Transfers Among Women Intending A Birth Center Delivery in the San Diego Birth Center Study

Authors

  • Uyen-Sa D. T. Nguyen DSc, MPH,

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    • Uyen-Sa D. T. Nguyen, DSc, MPH, is a Postdoctoral Fellow at Hebrew SeniorLife Institute for Aging Research, Boston, MA.

  • Kenneth J. Rothman DrPH,

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    • Kenneth J. Rothman, DrPH, is Vice President of Epidemiology Research at RTI Health Solutions, Research Triangle Park, NC, and Professor in the Department of Epidemiology at Boston University School of Public Health, Boston, MA.

  • Serkalem Demissie PhD, MPH,

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    • Serkalem Demissie, PhD, MPH, is an assistant professor in the Department of Biostatistics at Boston University School of Public Health, Boston, MA.

  • Debra J. Jackson DSc, MPH, RNC, BSN,

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    • Debra J. Jackson, DSc, MPH, RNC, BSN, is an associate professor at the University of the Western Cape School of Public Health, Cape Town, South Africa.

  • Janet M. Lang ScD, PhD,

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    • Janet M. Lang, ScD, PhD, is an adjunct associate professor of international relations at Watson Institute, Brown University, Providence, RI.

  • Jeffrey L. Ecker MD

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    • Jeffrey L. Ecker, MD, is an associate professor in the Department of Obstetrics, Gynecology, and Reproductive Biology at Harvard Medical School, Boston, MA.


Uyen-Sa D. T. Nguyen, DSc, MPH, Institute for Aging Research, Hebrew SeniorLife, 1200 Centre St., Boston, MA 021311097. E-mail: Uyen-SaNguyen@hrca.harvard.edu

Abstract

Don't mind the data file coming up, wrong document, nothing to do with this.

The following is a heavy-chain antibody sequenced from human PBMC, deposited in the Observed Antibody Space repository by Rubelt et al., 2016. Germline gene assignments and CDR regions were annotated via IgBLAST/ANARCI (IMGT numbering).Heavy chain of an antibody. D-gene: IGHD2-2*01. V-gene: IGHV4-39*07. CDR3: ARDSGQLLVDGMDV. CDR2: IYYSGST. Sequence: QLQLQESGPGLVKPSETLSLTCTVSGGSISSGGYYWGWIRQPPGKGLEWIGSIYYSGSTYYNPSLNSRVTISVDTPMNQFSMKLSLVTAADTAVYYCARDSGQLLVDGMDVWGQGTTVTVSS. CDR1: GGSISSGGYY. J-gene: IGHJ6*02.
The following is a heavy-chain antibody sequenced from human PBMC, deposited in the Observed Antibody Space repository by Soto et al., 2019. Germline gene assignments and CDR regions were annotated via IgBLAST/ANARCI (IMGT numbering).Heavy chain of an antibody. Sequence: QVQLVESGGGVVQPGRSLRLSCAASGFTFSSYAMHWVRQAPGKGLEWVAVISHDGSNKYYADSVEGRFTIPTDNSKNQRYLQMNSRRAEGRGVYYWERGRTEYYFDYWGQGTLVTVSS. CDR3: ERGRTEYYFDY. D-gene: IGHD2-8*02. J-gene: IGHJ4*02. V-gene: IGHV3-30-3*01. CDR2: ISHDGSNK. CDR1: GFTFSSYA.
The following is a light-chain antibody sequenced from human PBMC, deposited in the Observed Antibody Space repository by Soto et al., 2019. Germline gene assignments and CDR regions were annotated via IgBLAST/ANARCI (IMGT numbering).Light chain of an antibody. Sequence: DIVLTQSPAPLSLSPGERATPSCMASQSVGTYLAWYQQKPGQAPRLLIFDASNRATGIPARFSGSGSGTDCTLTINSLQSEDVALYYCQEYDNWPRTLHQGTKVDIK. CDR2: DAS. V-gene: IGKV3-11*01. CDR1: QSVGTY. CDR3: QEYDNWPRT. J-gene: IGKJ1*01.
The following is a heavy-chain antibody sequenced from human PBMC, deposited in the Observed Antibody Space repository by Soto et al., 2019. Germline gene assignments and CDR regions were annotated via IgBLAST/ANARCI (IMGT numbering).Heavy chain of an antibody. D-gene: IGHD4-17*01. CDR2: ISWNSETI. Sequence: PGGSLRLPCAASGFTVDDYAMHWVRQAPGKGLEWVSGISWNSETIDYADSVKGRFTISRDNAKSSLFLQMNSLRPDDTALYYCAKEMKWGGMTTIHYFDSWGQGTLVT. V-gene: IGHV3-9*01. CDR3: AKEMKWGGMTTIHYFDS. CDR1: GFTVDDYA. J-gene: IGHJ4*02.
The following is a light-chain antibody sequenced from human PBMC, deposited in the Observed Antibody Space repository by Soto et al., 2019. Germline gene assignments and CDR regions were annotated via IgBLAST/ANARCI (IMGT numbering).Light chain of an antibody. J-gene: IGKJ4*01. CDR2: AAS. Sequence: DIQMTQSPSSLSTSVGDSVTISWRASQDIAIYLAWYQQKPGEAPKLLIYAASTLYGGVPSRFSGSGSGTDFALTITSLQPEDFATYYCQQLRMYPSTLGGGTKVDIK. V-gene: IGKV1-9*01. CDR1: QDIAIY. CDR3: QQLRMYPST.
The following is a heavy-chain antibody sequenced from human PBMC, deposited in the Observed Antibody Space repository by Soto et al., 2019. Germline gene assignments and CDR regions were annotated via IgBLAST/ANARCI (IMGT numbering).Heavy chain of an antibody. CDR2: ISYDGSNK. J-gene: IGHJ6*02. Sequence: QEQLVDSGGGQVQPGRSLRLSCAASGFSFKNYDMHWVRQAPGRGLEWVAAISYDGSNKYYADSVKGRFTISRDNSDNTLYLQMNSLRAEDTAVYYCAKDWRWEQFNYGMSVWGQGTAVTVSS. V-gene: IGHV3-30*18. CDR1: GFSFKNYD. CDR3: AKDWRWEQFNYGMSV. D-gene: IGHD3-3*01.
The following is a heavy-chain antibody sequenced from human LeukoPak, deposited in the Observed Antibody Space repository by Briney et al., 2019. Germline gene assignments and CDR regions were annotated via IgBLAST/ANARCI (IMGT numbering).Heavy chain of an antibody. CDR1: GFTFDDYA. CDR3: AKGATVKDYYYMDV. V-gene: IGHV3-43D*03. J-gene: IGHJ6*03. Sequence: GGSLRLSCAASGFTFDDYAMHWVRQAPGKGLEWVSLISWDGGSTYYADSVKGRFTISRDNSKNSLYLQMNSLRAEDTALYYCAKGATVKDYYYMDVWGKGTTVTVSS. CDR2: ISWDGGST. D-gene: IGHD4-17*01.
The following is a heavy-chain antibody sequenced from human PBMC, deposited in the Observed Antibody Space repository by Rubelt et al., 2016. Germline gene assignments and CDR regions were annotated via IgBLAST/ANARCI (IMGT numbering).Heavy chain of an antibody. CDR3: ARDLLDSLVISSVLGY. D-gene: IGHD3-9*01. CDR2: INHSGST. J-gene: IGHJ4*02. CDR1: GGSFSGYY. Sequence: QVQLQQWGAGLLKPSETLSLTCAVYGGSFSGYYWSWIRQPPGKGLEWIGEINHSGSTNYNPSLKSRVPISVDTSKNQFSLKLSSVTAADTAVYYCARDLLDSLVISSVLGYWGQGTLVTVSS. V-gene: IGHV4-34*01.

Using data from the San Diego Birth Center Study that enrolled underserved women between 1994 and 1996, we examined demographic, sociobehavioral, and medical predictors of hospital transfer in a group of women who intended to deliver at a freestanding birth center. Of the 1808 women, 34.6% transferred to the hospital antenatally and 19.6% transferred during labor, while 45.7% delivered at the birth center. Compared with multiparous women who had never had a cesarean and never had a previous hospital delivery, nulliparous women were 2.0 times more likely (95% confidence interval [CI], 1.4–2.7), multiparous women with a previous cesarean were 2.6 times more likely (95% CI, 1.7–3.8), and women without a previous cesarean but who had a previous hospital delivery were 2.1 times more likely (95% CI, 1.5–3.0) to transfer after adjusting for other predictors of transfer. Nulliparity, cesarean history and having a previous hospital delivery were among the strongest predictors of a hospital transfer even after adjusting for demographic, sociobehavioral, and other medical conditions. Understanding predictors of transfer may assist practitioners, patients, and policy makers in considering the appropriateness of individuals for birth center delivery or to target further education to reduce nonmedical transfers.

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